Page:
Joseph Sold into Slavery
But when his brothers saw that their father loved him more than all his brothers, they hated him, and could not speak peaceably to him. Once Joseph had a dream, and when he told it to his brothers, they hated him even more.
Bronnie Ware, author of The Top Five Regrets of the Dying, worked for many years in palliative care. She was with patients for the last three to twelve weeks if their lives. She wrote; "It is not logic that assists one in moving toward the yearnings of the heart, but faith and courage. In pursuing one's dreams, applying logic is often illogical."
His brothers called him “the dreamer.” The moniker was used derisively. Joseph had big dreams. He was seventeen years old and in the stirrings of his heart and mind he dreamed of a great future. Of course his dreams reflected the social structures of the era in which he lived. He dreamed of leading a great family empire. A young woman or man today might dream of building a company, becoming the CEO, heading a surgical department, leading a research team to discover a cure for cancer.
Perhaps you can remember the hopes and dreams you had for your life. Why is it that such dreams always meet opposition? Others seem so ready to cut them down to size. If a seventeen year old in your family orbit spoke of such a dream we find ourselves conflicted. Yes, we want to affirm them in these aspirations but our life experience teaches us that there is not always a direct road to such dreams; that some things get modified along the way. Even Jacob was conflicted by young Joseph, the son he loved more than his other sons. (I am of a mind that you should dream big because you will find that your capacity to dream will enlarge as you go along.)
1. Many dreams get shut down for that very reason—they are opposed, ridiculed, stomped on. The naysayers triumph and dreams are thrown into the garbage. In Bronnie Ware’s Top Five Regrets of The Dying one of the five most common was, “I wish I’d had the courage to live a life true to myself, not the life others expected of me.” We settle for a dumbed-down version rationalizing our current situation as in some measure fulfilling the dream. Or maybe we simply discarded it altogether as childhood fantasy; the musings of the unrealistic.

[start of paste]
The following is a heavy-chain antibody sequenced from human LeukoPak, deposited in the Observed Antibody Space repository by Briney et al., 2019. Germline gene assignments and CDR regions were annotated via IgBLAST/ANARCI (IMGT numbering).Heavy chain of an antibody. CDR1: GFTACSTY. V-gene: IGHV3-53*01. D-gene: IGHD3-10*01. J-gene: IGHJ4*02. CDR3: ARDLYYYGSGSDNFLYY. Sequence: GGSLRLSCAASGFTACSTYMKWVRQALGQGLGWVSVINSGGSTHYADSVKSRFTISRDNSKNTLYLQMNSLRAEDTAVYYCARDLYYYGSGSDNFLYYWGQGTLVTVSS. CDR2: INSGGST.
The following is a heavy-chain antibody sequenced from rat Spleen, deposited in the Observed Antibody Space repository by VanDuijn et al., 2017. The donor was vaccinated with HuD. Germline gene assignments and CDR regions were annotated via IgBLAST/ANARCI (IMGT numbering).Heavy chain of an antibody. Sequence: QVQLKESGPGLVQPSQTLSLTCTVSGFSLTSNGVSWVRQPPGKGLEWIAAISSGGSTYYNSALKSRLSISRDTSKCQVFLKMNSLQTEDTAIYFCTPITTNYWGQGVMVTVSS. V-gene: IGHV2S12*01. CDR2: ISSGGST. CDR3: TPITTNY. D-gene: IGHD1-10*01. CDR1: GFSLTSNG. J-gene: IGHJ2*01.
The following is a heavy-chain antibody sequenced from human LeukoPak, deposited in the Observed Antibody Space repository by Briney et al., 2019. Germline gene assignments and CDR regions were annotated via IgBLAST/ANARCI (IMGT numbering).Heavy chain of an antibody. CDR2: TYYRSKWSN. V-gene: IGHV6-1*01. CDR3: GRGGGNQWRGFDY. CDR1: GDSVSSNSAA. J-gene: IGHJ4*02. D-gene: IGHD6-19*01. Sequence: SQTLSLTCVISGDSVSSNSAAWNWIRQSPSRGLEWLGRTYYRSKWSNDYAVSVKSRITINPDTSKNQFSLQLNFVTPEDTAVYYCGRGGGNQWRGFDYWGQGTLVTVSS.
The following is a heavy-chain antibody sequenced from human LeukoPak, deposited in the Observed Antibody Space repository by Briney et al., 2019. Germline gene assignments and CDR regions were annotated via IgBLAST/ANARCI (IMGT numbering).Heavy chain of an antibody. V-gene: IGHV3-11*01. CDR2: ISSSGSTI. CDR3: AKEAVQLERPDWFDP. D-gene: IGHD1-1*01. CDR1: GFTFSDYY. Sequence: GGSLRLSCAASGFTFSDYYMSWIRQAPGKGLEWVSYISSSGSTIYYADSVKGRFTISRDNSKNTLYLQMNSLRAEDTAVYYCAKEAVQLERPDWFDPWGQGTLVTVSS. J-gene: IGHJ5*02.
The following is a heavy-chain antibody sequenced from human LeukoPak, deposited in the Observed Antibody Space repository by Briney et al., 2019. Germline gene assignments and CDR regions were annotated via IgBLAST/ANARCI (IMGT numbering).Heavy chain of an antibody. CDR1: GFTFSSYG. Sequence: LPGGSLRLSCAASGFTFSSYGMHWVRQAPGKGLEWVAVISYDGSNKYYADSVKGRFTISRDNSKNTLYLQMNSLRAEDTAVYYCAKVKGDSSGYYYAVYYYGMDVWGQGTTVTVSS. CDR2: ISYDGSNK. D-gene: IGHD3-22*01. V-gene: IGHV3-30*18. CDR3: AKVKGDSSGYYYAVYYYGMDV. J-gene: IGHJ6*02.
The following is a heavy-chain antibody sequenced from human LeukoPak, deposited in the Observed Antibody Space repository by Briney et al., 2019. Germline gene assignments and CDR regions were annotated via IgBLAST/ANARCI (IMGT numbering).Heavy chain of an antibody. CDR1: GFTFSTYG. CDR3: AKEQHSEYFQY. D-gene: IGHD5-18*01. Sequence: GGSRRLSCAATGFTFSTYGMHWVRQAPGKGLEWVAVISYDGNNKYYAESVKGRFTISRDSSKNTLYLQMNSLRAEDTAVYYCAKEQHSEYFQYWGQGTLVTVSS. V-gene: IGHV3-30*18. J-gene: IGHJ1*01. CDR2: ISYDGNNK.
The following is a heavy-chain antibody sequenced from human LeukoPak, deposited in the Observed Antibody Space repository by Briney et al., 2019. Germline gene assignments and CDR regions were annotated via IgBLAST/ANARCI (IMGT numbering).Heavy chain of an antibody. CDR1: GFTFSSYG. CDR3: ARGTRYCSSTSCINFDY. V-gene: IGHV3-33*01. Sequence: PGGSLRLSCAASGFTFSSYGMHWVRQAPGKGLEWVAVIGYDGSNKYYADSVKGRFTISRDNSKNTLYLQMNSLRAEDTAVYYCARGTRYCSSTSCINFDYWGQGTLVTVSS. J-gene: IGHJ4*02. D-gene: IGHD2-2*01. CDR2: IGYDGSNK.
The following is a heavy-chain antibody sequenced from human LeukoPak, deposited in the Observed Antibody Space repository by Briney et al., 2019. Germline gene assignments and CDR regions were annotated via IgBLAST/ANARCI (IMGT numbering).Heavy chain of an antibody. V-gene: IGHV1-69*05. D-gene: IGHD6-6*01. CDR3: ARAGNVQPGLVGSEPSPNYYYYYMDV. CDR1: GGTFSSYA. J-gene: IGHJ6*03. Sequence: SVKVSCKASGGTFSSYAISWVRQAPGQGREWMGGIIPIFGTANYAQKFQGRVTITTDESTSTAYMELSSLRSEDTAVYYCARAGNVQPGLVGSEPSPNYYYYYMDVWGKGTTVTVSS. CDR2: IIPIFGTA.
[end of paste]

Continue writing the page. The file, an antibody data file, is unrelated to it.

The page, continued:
Genesis chapter 37 begins what is known as the Joseph sequence that extends to chapter 50. This is this the story of how it was that God brings this family to Egypt; of how God has his hand on Joseph—though callously sold into slavery by his brothers—such that he becomes the chief administrator for the Pharaoh; of how Joseph’s administrative and leadership skills are put to use such that a large portion of the middle east avoids the ravages of famine because “there is grain in Egypt.” It is the continuing story of God redeeming his people.
Listen to what Joseph says to his brothers having forgiven them of their treachery. “I am your brother Joseph, whom you sold into Egypt. And now do not be distressed, or angry with yourselves, because you sold me here; for God sent me before you to preserve life. … God sent me before you to preserve for you a remnant on earth, and to keep alive for you many survivors. So it was not you who sent me here, but God; he has made me a father to Pharaoh, and lord of all his house and ruler over all the land of Egypt.” (Genesis 45:4-8)
This belief that Joseph has that his life was to serve God in being a blessing to others is not something he gains after being thrown into a pit to die by his brothers. He learns it in his home where Jacob tells him of the promises of God first given to Abraham, then Isaac, then Jacob and now them. Through you God wants to bless the nations of the world. This vision capture’s young Joseph’s imagination. He believes God and in the stirring of his heart a dream emerges—a dream of Joseph being a blessing. A dream I believe that emerged in the heart of a young man who asks, seeks, and knocks.
Are all dreams God given? John Wesley gave this advice to his preachers. “Do not hastily ascribe things to God. Do not easily suppose dreams, voices, impressions, visions, or revelations to be from God. They may be from him. They may be from nature. They may be from the devil. Therefore, ’believe not every spirit, but try the spirits whether they be of God.' Try all things by the written word, and let all bow down before it.” He went on to say that we on not to “despise or lightly esteem reason, knowledge, or human learning; every one of which is an excellent gift of God, and may serve the noblest purposes.”
Paul, in his Roman letter, wrote “if you confess with your lips that Jesus is Lord and believe in your heart that God raised him from the dead, you will be saved.” Our Lord’s redeeming of our life is never merely personal. You are in the life boat and that is the end of it. All rescued and on my way to shore. No. We are saved for something. Jesus gave himself for us so we are to give ourselves for him and others. Because we belong to him who blessed us with himself we are to be a blessing—the same call of God that was on Joseph is on us. I would say to you that within that context of being a blessing for his sake dreams emerge and are blessed of God. Each of us has been given human capacity of reason, knowledge, and human learning; every one of which is an excellent gift of God, and may serve the noblest purposes. Look to what God has given you and use such as best you can to be a blessing for his sake. And may your dreams reflect his glory.
2. We call it the green-eyed monster. Envy. In his book Envy Joseph Epstein has this clever quip, “envy is nothing to be jealous of.” Epstein writes: “Of the seven deadly sins, only envy is no fun at all. Sloth may not seem that enjoyable, nor anger either, but giving way to deep laziness has its pleasures, and the expression of anger entails a release that is not without its small delights. In recompense, envy may be the subtlest—perhaps I should say the most insidious—of the seven deadly sins. Surely it is the one that people are least likely to want to own up to, for to do so is to admit that one is probably ungenerous, mean, small-hearted.”